The ACT is the only police service in Australia in which the territory's Human Rights Commission has no formal mechanism to receive and investigate complaints against police, an ACT Assembly standing committee has been told.
Should it receive complaints, it has little option but to refer them to the ACT Ombudsman's office which does not have a conciliation capability.
"It is a very big gap," ACT Discrimination Commissioner Karen Toohey admitted.
Appearing before the standing committee on Justice and Community Safety, ACT Human Rights Commission representatives said their ability to investigate allegations was hamstrung by the ACT's police being federal officers, employed under contract from the Australian Federal Police.
The committee has been convened to assess submissions in the lead-up to the development of next year's policing agreement, in which the ACT specifies the contractual conditions and future priorities for the policing service.
The ACT government pays the AFP around $14 million per month for the contracted service.
The long-standing inconsistencies are those in which the federal police, as a Commonwealth agency, avoid the type of direct oversight and scrutiny, particularly in complaint matters and corruption allegations, to which other ACT agencies are subject.
"The local ACT discrimination law does not apply to ACT police as it stands at the moment," Ms Toohey told the committee.
"We are of the view that there should be a mechanism to do that, as we addressed in our submission.
"They [ACT police] are covered by the Australian Human Rights discrimination laws because they are part of the AFP, but unfortunately we [the ACT commission] don't have a lot of visibility over the sorts of matters that go to the federal commission.
"And the [ACT] community feedback is that because it's a federal commission, not local, there is a barrier to people engaging with them.
"That's not a criticism of the [federal] commission by any means, its just acknowledging that people in the ACT community are used to coming to our door or picking up the phone and calling us.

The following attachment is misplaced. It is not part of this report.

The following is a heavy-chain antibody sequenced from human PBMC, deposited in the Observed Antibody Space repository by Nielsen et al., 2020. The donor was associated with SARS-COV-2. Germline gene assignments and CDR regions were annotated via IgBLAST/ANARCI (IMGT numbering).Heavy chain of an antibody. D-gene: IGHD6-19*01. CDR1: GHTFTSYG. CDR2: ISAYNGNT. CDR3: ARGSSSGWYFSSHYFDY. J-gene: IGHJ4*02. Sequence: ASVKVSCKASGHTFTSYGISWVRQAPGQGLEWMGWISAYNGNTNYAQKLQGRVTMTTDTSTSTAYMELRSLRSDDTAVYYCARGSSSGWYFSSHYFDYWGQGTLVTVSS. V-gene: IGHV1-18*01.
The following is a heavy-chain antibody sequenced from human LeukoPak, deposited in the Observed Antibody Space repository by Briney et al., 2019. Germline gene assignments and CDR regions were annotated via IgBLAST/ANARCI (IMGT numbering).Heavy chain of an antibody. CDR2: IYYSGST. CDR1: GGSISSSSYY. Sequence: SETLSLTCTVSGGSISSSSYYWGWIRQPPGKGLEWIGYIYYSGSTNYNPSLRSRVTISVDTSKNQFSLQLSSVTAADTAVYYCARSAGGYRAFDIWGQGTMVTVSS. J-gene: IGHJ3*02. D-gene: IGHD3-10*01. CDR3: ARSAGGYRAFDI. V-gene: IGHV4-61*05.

"So to pass people onto another organisation there's the potential for a drop-off so we would be much happier if we had that local coverage."
Ms Toohey said that this issue had been discussed with the ACT police executive "and they understand the benefit of a local resolution focus complaint mechanism".
"This would at least allow us to bring them to the table to talk about the concerns that the community have identified."
One of the long-running concerns around suitable ACT police accommodation, raised in a previous hearing by the police union, was again probed by the committee, which heard $30,000 in funding allocated to assess the future of the shared Gungahlin police and emergency services facility had not yet been spent.
Police Minister Mick Gentleman told the committee that he held regular discussions with police about their accommodation needs, and that in 2019-20, $9 million had been allocated over the next four years to "upgrade and enhance" police facilities.
The size and suitability of the Gungahlin police station to suit the growing needs of that northern community is a continual and thorny issue. Other much-needed accommodation upgrades include the ageing City Police Station and the Traffic Operations Centre which was damaged in January's hailstorm in Belconnen.